Craniosynostosis Archives - Carey Danis & Lowe

UCLA SSRI Study Examines Pregnancy & Drugs

By | Lexapro, Paxil, Pharmaceutical litigation, Prozac, Uncategorized, Zoloft

ssri_birth_defectsA UCLA study published in December 2014 examined the use of selective serotonin reuptake inhibitors, or SSRIs, during pregnancy. The researchers used lab mice to observe the effects of SSRI exposure in the womb, and how it impacts adult mice.

They observed that adult mice exposed to the SSRI, Lexapro, experienced a permanent change in serotonin transmission, whereas those adult mice exposed to Prozac in the womb, showed no signs of this permanent change.

The UCLA study examined a new side of SSRIs and pregnancy, one documenting the longterm implications of SSRI exposure in the womb, rather than the immediate.

The immediate implications of SSRI exposure in the womb, to a certain degree, are already known. Children have been born with life-changing congenital birth defects. These birth defects include atrial septal defects, ventricular septal defects, Omphalocele, Craniosynostosis, and persistent pulmonary hypertension of the newborn (PPHN).

Carey Danis & Lowe Can Help

Carey Danis & Lowe is a national law firm with a strong reputation for expertly assisting families through the challenges of recovering losses after a child has been born with SSRI birth defects. Our defective drug lawyers understand the pain and suffering these children and their families endure, and are available to help.

Explore your legal options and compensation eligibility today during a free, no-obligation case evaluation.

Contact Carey Danis & Lowe by phone at 800.721.2519, or submit a confidential personal injury claim form.

We look forward to offering you and your family any assistance that we can.

Paxil Birth Defects Mass Tort Update, Approaching End

By | Paxil, Pharmaceutical litigation, Uncategorized

SSRI Antidepressant Paxil Birth Defects LitigationThe Paxil birth defects mass tort currently being heard in a Philadelphia court is approaching conclusion. The mass tort once comprised approximately 1,000 lawsuits, and currently includes only two, according to an article recently published by Law.com.

A majority of the lawsuits in the Paxil mass tort were settled without a trial. Even so, a substantial number of these lawsuits were either transferred from the state court in Philadelphia to a federal court, or were sent back to their state of origin.

With legal proceedings wrapping up in Philadelphia, St. Louis is now considered the focal point for Paxil birth defects lawsuits, as a sizable number of cases are currently pending there.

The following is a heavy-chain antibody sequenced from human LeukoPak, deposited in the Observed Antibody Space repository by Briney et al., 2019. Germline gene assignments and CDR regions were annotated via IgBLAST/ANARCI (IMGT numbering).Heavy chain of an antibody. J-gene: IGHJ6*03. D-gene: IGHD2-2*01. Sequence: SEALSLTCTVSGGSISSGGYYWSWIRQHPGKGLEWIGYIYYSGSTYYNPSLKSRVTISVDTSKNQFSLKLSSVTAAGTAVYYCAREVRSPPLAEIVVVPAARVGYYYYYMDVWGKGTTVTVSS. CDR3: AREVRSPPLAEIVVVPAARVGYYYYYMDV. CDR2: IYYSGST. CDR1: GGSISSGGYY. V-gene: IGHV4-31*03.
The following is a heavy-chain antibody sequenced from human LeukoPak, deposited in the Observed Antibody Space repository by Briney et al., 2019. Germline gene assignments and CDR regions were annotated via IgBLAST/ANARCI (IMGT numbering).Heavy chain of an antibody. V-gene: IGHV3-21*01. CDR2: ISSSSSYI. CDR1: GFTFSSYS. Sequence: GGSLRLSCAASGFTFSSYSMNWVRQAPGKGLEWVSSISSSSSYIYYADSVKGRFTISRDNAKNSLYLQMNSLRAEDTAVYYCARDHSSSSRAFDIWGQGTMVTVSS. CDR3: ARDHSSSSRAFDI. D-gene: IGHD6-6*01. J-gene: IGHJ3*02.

Carey Danis & Lowe, a law firm headquartered in St. Louis, is hoping for a swift conclusion in these cases, as the lives of so many families have been negatively impacted.

Women across the country, along with their families, have filed lawsuits against the manufacturer of Paxil, GlaxoSmithKline, alleging that use of their SSRI antidepressant during pregnancy resulted in their children developing life-altering birth defects. Paxil birth defects range from heart defects, such as a hole in the heart, to persistent pulmonary hypertension of the newborn (PPHN) to Craniosynostosis. A more comprehensive list of birth defects can be reviewed here: Paxil birth defects list.

Carey Danis & Lowe Represents Victims of Paxil

Carey Danis & Lowe specializes in defective drug litigation, and currently represents women and their families in Paxil birth defects lawsuits. If you or a loved one used Paxil during pregnancy, and your child was born with a birth defect, we encourage you to begin reviewing your legal options and compensation eligibility with one of our defective drug lawyers today.

Our lawyers are available to listen to your Paxil story. Contact Carey Danis & Lowe by phone at 800.721.2519, or complete a confidential personal injury claim form.

Zoloft Birth Defects Lawsuit Review

By | Pharmaceutical litigation, Uncategorized, Zoloft

SSRI Antidpressant Zoloft Birth Defects LitigationA court document filed in July in the Zoloft multidistrict litigation (MDL) collected the latest information on Zoloft birth defects lawsuits pending across the U.S. According to the court document, in addition to the consolidated cases in the Pennsylvania Zoloft MDL, there are pending lawsuits in California, Illinois, Missouri, New York, and West Virginia.

In state courts across California, plaintiffs filed a total of 7 lawsuits in July 2013. There three cases pending in Illinois courts, with one lawsuit in St. Clair county involving eight families, and a 38 family case in the Southern District of Illinois.